By the time Mercedes Benz hits the market with its X-Class 1-tonne ute in 2018, the Nissan Navara chassis on which it is based, will have worn more different badges than a Chinese-made 12-volt winch. And that might not be the end of it.
Mercedes-Benz’s tie up with the Renault-Nissan alliance will see the X Class as the third vehicle to ride on the NP300 platform originally from the D23 Navara. Late in 2017 we’ll see the Renault Alaskan pick-up which also uses this architecture and shares powertrains and most body panels with the Nissan ute.
But it might not end there. Having just taken a controlling stake in Mitsubishi Motors, Renault-Nissan executives have stated that model sharing will be a key part of the wider alliance. Mitsubishi already has a deal with Fiat Professional to use the chassis and architecture from its Triton one-tonner to build the Fiat Fullback ute.
It would seem wasteful for the alliance to produce more than one body-on-frame platform for one-tonne pick-ups so is it unreasonable to imagine utes from Nissan, Mercedes-Benz, Mitsubishi, Renault and Fiat all riding on the same design in the future?
In other wife-swapping utescapades; Ford has dropped its long association with Mazda to go it alone for the next generation of Ranger ute. Once again this vehicle will be developed in Australia although our Rangers will continue to be made in Thailand. Ford USA has also announced that the next Ranger will go on sale there by the end of the decade and Ford Australia in believed to be involved with development of that vehicle which will be built in Detroit. The development is happening alongside that on our next Ranger which will continue to be sourced from Thailand.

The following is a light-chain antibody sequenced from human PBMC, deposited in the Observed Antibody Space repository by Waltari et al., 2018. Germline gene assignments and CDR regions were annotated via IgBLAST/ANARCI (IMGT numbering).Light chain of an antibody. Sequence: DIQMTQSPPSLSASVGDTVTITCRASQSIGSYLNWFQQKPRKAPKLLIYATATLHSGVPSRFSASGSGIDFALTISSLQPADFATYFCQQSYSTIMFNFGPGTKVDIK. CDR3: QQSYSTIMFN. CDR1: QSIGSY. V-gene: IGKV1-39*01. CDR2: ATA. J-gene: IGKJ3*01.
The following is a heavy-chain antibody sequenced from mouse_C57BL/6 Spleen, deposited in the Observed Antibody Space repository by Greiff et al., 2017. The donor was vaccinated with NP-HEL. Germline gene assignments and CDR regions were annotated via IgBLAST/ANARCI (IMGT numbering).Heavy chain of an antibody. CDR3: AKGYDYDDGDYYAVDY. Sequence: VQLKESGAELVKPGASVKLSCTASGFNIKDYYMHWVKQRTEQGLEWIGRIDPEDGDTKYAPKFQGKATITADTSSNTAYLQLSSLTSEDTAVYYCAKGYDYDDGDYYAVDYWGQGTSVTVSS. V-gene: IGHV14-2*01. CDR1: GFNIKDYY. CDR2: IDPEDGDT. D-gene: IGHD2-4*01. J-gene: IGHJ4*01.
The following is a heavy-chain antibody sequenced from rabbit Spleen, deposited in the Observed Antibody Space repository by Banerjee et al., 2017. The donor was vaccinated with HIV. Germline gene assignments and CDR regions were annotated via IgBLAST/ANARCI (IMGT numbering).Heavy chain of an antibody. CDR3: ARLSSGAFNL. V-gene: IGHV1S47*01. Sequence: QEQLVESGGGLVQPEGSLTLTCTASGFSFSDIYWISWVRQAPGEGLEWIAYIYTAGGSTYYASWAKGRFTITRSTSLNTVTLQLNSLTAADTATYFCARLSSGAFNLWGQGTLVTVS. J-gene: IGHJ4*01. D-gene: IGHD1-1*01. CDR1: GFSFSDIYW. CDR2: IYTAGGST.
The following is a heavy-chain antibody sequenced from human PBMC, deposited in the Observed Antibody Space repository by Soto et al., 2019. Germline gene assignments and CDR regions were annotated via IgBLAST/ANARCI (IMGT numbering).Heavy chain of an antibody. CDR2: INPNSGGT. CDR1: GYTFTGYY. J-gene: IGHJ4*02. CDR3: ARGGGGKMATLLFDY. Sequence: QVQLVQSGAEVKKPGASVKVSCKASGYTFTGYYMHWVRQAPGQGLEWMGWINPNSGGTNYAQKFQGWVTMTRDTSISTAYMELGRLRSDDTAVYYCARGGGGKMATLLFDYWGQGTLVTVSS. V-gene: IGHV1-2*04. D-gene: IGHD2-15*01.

Looking for a fresh bedfellow, Mazda has slipped in with Isuzu for it’s next-gen BT50. Other than that this will be built on the next D-Max architecture, not much has been revealed about the collaboration but expect it to retail Mazda’s styling in line with the latest CX9 and CV5 SUVs
The Mazda tie-up came at a good time for Isuzu as its old mates at General Motors dumped the Japanese brand to go it alone for the Colorado. GM now sells a version of the Colorado as both a Chevrolet and GMC in the US market and rumour has it that the next-gen Colorado will be a shared GM product globally.
That leaves the Toyota Hilux and Volkswagen Amarok as the only two of the mainstream 4x4 ute models to still be single. There’s a gaggle of Chinese and Indian manufacturers out there as well who we’re sure would love to get a hold of that Toyota and VW tech.
All in all it lines us up for interesting times ahead for a 1-tonne ute market that is expected to grow more than 30-per cent over the next 10 years.